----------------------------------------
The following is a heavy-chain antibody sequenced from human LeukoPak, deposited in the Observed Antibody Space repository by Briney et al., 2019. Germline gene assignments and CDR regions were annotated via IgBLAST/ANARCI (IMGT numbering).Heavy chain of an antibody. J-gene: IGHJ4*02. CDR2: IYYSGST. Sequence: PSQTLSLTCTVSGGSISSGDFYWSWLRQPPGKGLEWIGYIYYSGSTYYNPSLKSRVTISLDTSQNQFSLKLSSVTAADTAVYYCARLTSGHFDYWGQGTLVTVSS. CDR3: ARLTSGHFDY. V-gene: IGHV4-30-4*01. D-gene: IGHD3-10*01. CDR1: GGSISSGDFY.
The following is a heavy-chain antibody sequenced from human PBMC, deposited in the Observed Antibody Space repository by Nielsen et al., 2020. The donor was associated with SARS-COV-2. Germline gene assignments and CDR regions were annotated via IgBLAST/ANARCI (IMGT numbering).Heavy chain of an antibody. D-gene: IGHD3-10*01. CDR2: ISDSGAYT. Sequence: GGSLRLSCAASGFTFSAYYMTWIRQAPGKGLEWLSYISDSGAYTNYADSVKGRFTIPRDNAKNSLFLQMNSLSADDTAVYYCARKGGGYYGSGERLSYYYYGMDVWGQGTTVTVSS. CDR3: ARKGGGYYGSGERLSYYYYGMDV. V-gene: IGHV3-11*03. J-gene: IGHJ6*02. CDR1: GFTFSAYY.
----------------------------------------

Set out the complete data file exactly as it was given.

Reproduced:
The following is a heavy-chain antibody sequenced from human LeukoPak, deposited in the Observed Antibody Space repository by Briney et al., 2019. Germline gene assignments and CDR regions were annotated via IgBLAST/ANARCI (IMGT numbering).Heavy chain of an antibody. J-gene: IGHJ4*02. CDR2: IYYSGST. Sequence: PSQTLSLTCTVSGGSISSGDFYWSWLRQPPGKGLEWIGYIYYSGSTYYNPSLKSRVTISLDTSQNQFSLKLSSVTAADTAVYYCARLTSGHFDYWGQGTLVTVSS. CDR3: ARLTSGHFDY. V-gene: IGHV4-30-4*01. D-gene: IGHD3-10*01. CDR1: GGSISSGDFY.
The following is a heavy-chain antibody sequenced from human PBMC, deposited in the Observed Antibody Space repository by Nielsen et al., 2020. The donor was associated with SARS-COV-2. Germline gene assignments and CDR regions were annotated via IgBLAST/ANARCI (IMGT numbering).Heavy chain of an antibody. D-gene: IGHD3-10*01. CDR2: ISDSGAYT. Sequence: GGSLRLSCAASGFTFSAYYMTWIRQAPGKGLEWLSYISDSGAYTNYADSVKGRFTIPRDNAKNSLFLQMNSLSADDTAVYYCARKGGGYYGSGERLSYYYYGMDVWGQGTTVTVSS. CDR3: ARKGGGYYGSGERLSYYYYGMDV. V-gene: IGHV3-11*03. J-gene: IGHJ6*02. CDR1: GFTFSAYY.